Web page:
Carnival of the Animals in the ELA Classroom

By |2018-07-31T13:13:22+00:00July 1st, 2017|

Carnival of the Animals is a musical suite by French composer Camille Saint-Saëns. It is comprised of fourteen short pieces of music, each one representing a different animal. Each piece is very distinct, providing a great starting point for discussing how and why Saint-Saëns chose certain instruments, melodies, tempos, and rhythms and/or mood to depict each animal.

 

What can you do with Carnival of the Animals?

In addition to the music, Ogden Nash wrote humorous poems to accompany each musical piece. These poems were most famously performed by Leonard Bernstein, and have also been included in numerous picture books of the same title.

 

So what can you do with this in an elementary classroom besides listen and discuss the music? Create a class slideshow including original poetry and artwork to accompany the music. Here’s how:

Part 1: Introduction

Introduce students to the concept of Saint Saen’s suite. Then, follow this lesson plan with the piece Kangaroos. (Download this PDF for clickable links: Carnival of the Animals Poetry – part 1.)

 

These steps can be a guide as you connect the poetry, music, and visual arts. As you introduce each step to the whole group, make sure to have students point out their observations, and compare it to the next component. For example, after reading the poem, have students identify the structure of the poem and point out the rhyming words. I also like to use Beers and Probst’s Essential Questions for this poem:

 

  1. What surprised me?
  2. What does the author (poet) think I already know?
  3. What challenged, changed, or confirmed what I already know?

 

When moving on to the music, it is great to generate a class brainstorm of what they think it will sound like based on their knowledge of the animal. Have small groups chat about this for a few minutes, and then have volunteers share out. Encourage students to give reasons for their ideas and prompt the class to agree or disagree with each students’ ideas to increase thinking and engagement during the discussion.

 

If students (or you) are not familiar with listening maps, introduce them as a way to visualize what is happening in the music. As you play the piece, project the video of the listening map and have students follow along. (Or, print this listening map for students to use.) Play it a second time, and have students confirm or reject their predictions about the music. Play it a third time, and have students share out. What did they notice? What assumptions can they make about Saint Saen’s musical choices? What surprised them? What did they like/dislike?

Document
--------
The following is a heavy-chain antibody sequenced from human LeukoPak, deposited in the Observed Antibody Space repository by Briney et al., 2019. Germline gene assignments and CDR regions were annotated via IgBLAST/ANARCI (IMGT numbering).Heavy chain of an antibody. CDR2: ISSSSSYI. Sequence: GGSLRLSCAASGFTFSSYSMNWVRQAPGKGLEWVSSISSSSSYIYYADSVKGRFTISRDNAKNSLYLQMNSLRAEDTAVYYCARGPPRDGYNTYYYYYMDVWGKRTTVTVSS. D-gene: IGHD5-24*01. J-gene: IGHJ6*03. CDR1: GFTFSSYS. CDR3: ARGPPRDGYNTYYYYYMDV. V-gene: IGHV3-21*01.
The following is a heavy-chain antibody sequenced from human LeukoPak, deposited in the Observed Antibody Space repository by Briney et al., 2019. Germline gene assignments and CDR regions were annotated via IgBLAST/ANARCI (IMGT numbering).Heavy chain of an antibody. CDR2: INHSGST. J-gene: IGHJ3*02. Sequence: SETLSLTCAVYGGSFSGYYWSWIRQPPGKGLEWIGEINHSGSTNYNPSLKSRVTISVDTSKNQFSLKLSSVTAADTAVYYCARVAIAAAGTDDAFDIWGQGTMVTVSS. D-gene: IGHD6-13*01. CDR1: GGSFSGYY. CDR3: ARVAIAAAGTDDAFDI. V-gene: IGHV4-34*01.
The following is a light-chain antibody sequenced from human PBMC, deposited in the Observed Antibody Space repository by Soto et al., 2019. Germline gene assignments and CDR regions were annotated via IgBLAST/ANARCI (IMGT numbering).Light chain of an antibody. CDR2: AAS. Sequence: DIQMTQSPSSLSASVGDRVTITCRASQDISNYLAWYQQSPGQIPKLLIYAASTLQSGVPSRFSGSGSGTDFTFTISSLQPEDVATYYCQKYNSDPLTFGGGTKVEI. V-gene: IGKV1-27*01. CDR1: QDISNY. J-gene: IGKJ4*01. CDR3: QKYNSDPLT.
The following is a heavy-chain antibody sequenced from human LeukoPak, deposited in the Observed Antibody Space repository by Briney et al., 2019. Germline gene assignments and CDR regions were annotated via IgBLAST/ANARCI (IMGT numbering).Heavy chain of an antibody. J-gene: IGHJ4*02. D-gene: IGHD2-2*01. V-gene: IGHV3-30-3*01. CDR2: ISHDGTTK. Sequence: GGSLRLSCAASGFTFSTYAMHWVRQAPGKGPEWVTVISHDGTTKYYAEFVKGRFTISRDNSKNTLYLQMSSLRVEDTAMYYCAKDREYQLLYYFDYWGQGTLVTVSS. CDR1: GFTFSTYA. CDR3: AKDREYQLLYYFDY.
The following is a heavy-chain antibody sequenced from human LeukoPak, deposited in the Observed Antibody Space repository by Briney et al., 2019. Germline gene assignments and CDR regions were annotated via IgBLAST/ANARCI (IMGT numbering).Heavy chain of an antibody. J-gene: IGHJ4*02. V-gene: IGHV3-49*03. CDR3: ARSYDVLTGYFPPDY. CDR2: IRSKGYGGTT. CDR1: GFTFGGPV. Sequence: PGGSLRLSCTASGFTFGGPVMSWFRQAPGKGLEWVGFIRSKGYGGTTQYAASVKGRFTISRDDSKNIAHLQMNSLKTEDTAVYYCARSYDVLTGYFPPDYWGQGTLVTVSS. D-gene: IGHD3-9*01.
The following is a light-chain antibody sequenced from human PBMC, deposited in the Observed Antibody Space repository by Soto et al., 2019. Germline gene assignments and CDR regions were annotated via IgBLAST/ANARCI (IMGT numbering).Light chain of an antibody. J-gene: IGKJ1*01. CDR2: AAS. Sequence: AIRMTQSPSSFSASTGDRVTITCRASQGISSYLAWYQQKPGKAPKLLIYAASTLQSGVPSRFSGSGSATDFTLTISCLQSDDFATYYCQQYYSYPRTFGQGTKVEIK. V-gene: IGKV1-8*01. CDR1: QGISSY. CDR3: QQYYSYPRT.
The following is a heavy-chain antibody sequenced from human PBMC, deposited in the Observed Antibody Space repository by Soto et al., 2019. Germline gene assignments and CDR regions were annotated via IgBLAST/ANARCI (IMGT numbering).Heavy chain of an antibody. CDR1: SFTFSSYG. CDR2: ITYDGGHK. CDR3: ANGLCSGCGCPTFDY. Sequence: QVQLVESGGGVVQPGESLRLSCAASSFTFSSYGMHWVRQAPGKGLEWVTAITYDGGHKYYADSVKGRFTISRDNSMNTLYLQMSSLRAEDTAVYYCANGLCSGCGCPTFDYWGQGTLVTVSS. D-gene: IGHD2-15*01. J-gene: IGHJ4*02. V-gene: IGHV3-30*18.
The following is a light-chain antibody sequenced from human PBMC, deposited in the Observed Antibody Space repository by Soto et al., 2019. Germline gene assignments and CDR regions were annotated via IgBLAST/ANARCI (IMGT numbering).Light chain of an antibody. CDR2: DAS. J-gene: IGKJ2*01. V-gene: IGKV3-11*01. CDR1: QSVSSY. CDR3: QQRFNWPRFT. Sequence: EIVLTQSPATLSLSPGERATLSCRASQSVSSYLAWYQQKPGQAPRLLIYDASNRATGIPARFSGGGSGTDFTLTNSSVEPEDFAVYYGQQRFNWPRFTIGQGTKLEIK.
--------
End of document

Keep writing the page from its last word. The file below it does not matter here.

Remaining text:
Finally, spend time observing the Kangaroo artwork using the See Think Wonder strategy to generate ideas for students’ own art. Share other artwork based on this poem/piece of music and compare them.

 

Part 2: Poems and Padlet

 

Repeat the general ideas of lesson one, but this time, students follow steps one through three on the handout. Depending on the level of your students, you could work through this together as a class, or students could work with a partner to create their own poetry and art. With my third graders, we write this poem collaboratively to scaffold the experience for them. I model how to generate words based on the mood of the music as well as words and phrases that remind me of the animal. Then I demonstrate how to choose my poem format (which they already had experience with) and how to craft my brainstormed words/phrases into a poem that fits my chosen format.

 

Create a Padlet for students to share their work with the class, or use the link/QR code from the handout below to share with the world. Have students compare and contrast their interpretations of the music. After students listen, create, and compare with classmates. If you have written collaboratively as a class as I did, share Ogden Nash’s poem and other artwork based on the musical piece. Have students notice similarities and differences in the way they interpreted the music, and save the student to student comparison for part three. (Download this PDF for clickable links: Carnival of the Animals Poetry.)

 

 

Part Three: Pairing Students

 

Pair students and assign each a remaining piece of music from Carnival of the Animals. They should follow the same steps as in the first two lessons:

  1. Think about the animal and brainstorm ideas for what they might hear as well as words that relate to their topic.
  2. Listen to the piece of music at least three times.
  3. Write a collaborative poem inspired by the music.
  4. Create artwork based on the music and/or poem.

 

To culminate, have students take a picture of their art and insert it onto a slide of a shared PowerPoint or similar presentation tool. Have each group share their poem aloud with their artwork projected, and then play each piece of music for the class. This could also be done as an iMovie or Animoto for students to watch on their own time.

Assessing Student Work

 

The emphasis of this project focuses on the poetry and the music, so when assessing, I evaluate those two subject areas simultaneously. I base my assessment on the word choices students make, how well they relate to the animal and how well they match the style and mood of the musical piece. This, in turn, tells me whether or not students were able to identify and understand the musical elements.

 

Resources

Text of Ogden Nash’s Carnival of the Animals poems

Live version of Carnival of the Animals Music 

List of Carnival of the Animals Books (Text and Illustrations) to use as models for the project

 

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